Can We Learn from the Japanese?

Just a few weeks ago I met the ambassador of Japan to Cuba, Masaru Watanabe. We wanted to talk to him and interview him, motivated by the recent visit to the island of Japanese Prime Minister Shinzo Abe.

The OnCuba writing staff was very interested in getting to know details about the visit. I, however, was encouraged by a much more personal curiosity.

The ambassador kindly accepted our invitation to visit our office in Havana. After touring our venue, we sat down in the conference room. He gave us more than an hour of interview and answered all the questions. He felt comfortable, pleased about the results of the top-level visit to Cuba, and committed to these new airs of cooperation, collaboration and economic ties of mutual interest.

While I was hearing him talk, I noticed he was a very peaceful, tranquil and secure man; he sealed each answer with a smile. He seemed to not bare any hate or resentments in his heart, or feel in a state of emergency or paranoia….


However, Japan is located in a zone of conflicts, it is a country surrounded by two regimes that challenge their neighbors whenever they feel like it and destabilize the region. It was in the news (and the ambassador confirmed it) that the prime minister’s agenda included a petition to the Cuban government to mediate in the conflict with the North Korean leader: the controversial and euphoric Kim Jong Un.

At the end of the interview, I interrupted the smile after his last answer and said to him:

“Mr. Ambassador, thank you for so much of your time and for your visit. As you already know, I am not a journalist but I would like to ask you a question.”

“Yes, of course,” he said in a friendly way.

“As you already said, Cuba and Japan have many similarities: both are islands or groups of islands, they are both affected by similar natural disasters, etc. But I see other, deeper resemblances from which we Cubans could learn.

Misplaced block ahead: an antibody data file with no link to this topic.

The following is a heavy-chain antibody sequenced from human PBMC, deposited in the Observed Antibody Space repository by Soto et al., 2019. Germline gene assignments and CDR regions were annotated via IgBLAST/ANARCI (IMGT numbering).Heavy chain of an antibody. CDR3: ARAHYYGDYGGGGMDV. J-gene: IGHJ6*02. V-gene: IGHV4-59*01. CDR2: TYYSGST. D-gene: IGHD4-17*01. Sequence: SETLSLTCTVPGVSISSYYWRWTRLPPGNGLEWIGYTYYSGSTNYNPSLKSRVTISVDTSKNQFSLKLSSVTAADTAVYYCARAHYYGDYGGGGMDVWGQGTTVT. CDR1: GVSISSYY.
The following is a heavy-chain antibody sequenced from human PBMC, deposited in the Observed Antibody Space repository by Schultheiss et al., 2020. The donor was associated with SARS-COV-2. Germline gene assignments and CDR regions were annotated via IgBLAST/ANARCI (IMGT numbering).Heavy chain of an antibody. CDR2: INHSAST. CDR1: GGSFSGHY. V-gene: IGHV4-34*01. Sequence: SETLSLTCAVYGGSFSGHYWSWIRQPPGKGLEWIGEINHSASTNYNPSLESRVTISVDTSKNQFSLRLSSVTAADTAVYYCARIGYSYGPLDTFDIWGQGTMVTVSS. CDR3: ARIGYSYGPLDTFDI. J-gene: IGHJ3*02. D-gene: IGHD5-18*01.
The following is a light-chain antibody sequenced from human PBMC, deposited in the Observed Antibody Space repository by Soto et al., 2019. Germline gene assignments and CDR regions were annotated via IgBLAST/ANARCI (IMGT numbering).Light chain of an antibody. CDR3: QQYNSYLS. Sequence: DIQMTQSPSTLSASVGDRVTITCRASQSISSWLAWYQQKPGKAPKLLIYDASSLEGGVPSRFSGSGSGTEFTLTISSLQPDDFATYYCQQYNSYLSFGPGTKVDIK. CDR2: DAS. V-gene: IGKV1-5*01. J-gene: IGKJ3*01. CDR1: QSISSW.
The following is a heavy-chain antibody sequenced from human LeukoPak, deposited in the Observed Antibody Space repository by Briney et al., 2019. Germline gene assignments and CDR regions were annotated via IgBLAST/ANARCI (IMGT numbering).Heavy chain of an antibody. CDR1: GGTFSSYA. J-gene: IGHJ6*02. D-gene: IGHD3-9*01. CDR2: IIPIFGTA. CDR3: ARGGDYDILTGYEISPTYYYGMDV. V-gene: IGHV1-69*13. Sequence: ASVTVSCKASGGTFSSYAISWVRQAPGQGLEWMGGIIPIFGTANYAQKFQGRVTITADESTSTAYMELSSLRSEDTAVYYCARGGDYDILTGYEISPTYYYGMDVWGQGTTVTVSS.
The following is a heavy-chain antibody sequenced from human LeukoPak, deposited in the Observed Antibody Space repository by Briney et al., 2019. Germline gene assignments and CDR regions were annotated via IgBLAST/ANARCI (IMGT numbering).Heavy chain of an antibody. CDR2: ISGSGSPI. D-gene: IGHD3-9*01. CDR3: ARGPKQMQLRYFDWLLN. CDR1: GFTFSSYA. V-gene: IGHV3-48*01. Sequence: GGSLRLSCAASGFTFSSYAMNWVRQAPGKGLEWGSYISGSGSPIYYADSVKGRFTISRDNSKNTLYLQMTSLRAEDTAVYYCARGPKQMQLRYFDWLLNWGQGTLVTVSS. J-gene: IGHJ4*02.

“Despite the historical and contextual differences, Japan and Cuba have had conflicts with the United States. Japan’s was a very sad episode, of war and hundreds of thousands of deaths. Moreover, Japan had the terrible experience of the two atomic bombs in Hiroshima and Nagasaki. It went through a military occupation and, like Cuba, it still as U.S. naval base in a part of its territory. Today in Cuba, despite the ongoing process of the reestablishment of diplomatic relations, there are those who are very worried, others seem as if they are seeking to withdraw and try to hinder this process promoted by Raúl Castro and Barack Obama. And there are others still living in the past, poisoned by hate and rancor.”

At present, Japan is a prosperous country, an important partner and ally of its former war enemy: the United States. I asked Ambassador Watanabe how they were able to achieve this. How were the Japanese and the government of Japan able to overcome those traumas? The ambassador sighed and immediately answered.

“It wasn’t easy. We were forced to place the wellbeing and the interests of the Japanese people over our personal pain.”

He was silent for a few seconds as if searching for a reaction in our eyes. And he smiled.



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